Q&A: Santiago Motorizado of Él Mató A Un Policía Motorizado on La Plata, Landing a Record Deal, and Die Hard

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Can a band like El Mato A Un Policia Motorizado make it in the US, despite having a name a large portion of the country will be unable to pronounce in its entirety? Nacional Records thinks so. The LA-based label recently inked a deal to bring the band’s latest album, La Dinastia Scorpio, to the US, with a few bonus tracks attached.

The band recently completed a tour of the country that began in NYC with shows at LAMC, and ending in California at the Viva Pomona Festival. It was in Pomona that I witnessed the band play to a small but loving crowd that already knew every word to every song.

I spoke with singer/bassist Santiago Motorizado about where exactly the band name comes from (hint: it wasn’t from “Die Hard” as is commonly suspected), as well as the band growth from humble beginnings in La Plata, Argentina to touring the world, and taking off with a publishing deal from Nacional Records.

Is this the band’s first US tour?

Yeah, we came here last year for SXSW in Austin but, this time, we set up a tour that began in New York last week for LAMC. It was much better than we could have hoped for. Every time we travel out of the country, we do so with no expectations. We travel with the hope that all will go well and that all surprises are positive ones. We’ve enjoyed our time here in the US, and we’re excited about our Nacional Records releasing our album, so we’re just soaking all that in.

That attitude/mentality reminds me of the band’s music. It’s very simple and straightforward.

It’s a bit like that. Basically, the music is a combination of things we liked when we were young. That motivated us to create the band. Part of our sound is to look for simple things in our lyrics and in our music– minimalism, you know? We don’t want to overdo anything.

It does sound that way…many of your songs are about some little thing that happened to someone in the band and, hey, why not write a song about it?

[Laughs] Yeah, we’re kinda like that.

So how did this deal with Nacional come about?

Well, I don’t really know how they heard of our band. It could’ve been through YouTube or Bandcamp, who knows? They also saw us in Spain. We’ve toured there many times and there’s a record label out there called Limbo Starr, who published our album out there, and so we toured there again in May on our fifth tour there. A few people from Nacional were in Madrid at our concert. Our manager Sylvie Piccolotto met them and she later told us that her contact was there front row with his friends who were really rowdy [laughs].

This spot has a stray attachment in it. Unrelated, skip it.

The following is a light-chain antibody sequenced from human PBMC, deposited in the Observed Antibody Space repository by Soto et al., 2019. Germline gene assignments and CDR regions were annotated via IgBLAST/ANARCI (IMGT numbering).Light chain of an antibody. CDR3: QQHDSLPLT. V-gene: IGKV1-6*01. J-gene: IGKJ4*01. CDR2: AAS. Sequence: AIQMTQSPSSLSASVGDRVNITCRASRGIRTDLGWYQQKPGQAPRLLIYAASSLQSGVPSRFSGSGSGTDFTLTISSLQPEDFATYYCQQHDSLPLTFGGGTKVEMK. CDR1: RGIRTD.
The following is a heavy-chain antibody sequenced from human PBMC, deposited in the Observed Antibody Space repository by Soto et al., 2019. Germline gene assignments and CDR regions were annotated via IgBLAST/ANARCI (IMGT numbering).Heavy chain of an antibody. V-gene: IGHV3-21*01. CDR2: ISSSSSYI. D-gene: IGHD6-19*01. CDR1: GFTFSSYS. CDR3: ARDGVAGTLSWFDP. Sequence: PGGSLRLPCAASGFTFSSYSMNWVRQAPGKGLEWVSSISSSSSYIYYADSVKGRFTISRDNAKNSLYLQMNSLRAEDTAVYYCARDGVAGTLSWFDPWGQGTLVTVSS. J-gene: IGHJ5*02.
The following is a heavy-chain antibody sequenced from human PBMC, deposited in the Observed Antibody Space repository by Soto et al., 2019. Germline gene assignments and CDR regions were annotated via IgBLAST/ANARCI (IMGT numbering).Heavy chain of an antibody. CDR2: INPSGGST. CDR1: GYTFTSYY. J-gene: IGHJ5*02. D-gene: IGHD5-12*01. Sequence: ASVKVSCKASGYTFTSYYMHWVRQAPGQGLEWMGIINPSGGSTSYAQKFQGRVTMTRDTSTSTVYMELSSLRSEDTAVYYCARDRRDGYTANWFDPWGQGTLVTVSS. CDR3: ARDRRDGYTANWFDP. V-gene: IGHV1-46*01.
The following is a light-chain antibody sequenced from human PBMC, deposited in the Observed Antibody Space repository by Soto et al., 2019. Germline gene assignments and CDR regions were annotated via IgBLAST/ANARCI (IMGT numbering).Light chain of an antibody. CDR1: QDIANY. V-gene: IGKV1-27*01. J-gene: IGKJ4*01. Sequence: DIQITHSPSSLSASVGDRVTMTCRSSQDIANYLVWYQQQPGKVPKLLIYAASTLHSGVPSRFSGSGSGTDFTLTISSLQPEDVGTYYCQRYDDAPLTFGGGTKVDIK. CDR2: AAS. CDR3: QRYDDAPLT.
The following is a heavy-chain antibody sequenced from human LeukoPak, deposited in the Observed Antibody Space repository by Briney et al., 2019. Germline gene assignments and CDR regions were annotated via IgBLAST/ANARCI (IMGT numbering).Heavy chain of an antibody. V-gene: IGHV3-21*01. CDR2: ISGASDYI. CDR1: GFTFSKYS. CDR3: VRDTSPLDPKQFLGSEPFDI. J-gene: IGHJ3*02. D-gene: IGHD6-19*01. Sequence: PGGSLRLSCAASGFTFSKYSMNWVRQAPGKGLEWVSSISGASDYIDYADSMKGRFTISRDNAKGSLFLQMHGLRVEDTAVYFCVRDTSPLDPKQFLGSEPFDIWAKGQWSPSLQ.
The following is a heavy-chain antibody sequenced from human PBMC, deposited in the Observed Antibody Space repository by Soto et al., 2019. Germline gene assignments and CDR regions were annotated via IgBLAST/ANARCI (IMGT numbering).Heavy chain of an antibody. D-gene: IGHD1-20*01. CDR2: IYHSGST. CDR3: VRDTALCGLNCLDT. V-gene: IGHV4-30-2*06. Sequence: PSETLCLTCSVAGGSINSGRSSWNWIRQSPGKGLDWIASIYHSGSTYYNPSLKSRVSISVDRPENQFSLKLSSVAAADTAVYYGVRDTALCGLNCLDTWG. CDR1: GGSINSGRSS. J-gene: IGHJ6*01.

It’s interesting to see how quickly the band’s popularity grew after the release of your single “Mujeres Bellas Y Fuertes.” What caught me by surprise was that it wasn’t your debut–you released your first album in 2004!– so it’s interesting how one album can provide such a turning point.

Yeah, with this recent album that includes “Mujeres Bellas Y Fuertes,” we were really able to reach a point that we couldn’t before. That album was released in Spain, Mexico, and now also the United States. It was also well-received in Argentina and lots of people finally gave us a chance with that album. Outside of Argentina, everything happened thanks to this most recent album.

Our success in Argentina was a very gradual process. Our first album did well, especially in La Plata. With Navidad De Reserva, more people started showing up to our shows. Then our third album, Un Milllon De Euros, included a song called “Amigo Piedra” that was featured on a compilation that really helped us out.

I have a few friends from La Plata who were happy to know I was familiar with Él Mató. They also pointed out how you used to play out there all the time but now you’re big rock stars who only play overseas.

[Laughs] Well, we don’t play there as much as we used to. Our shows there now are not what they used to be. We have to make time for everyone [laughs].

For our readers who don’t know too much about Argentina, tell us about the difference between Buenos Aires and La Plata.

Buenos Aires is the capital, and most importantly the city where the majority of people live. One bad thing about Argentina is that it’s too focused around Buenos Aires…it’s too centralized. That creates a very odd phenomenon. A lot of these cultural scenes [in Buenos Aires] aren’t created there, but are from other areas.

La Plata has an advantage in that it’s close to Buenos Aires, about an hour away, but has the peace of mind of a small town. On a creative level, I think that’s the best. It’s also a college town and young people from across the country visit often, so that creates a youthful dynamic that gives it a very unique vibe. I was born and raised in La Plata and I love its laidback vibe, but it does have that advantage in being so close to Buenos Aires.

Is it true the band name originates from a bad subtitle in a “Die Hard” film?

It’s from a subtitle, but not from “Die Hard.” It’s a movie called R.O.T.O.R. We were watching it at a party, and weren’t really paying attention until we saw that line of dialogue. We loved the way it sounded and used it.

La Dinastia Scorpio is now available in the US.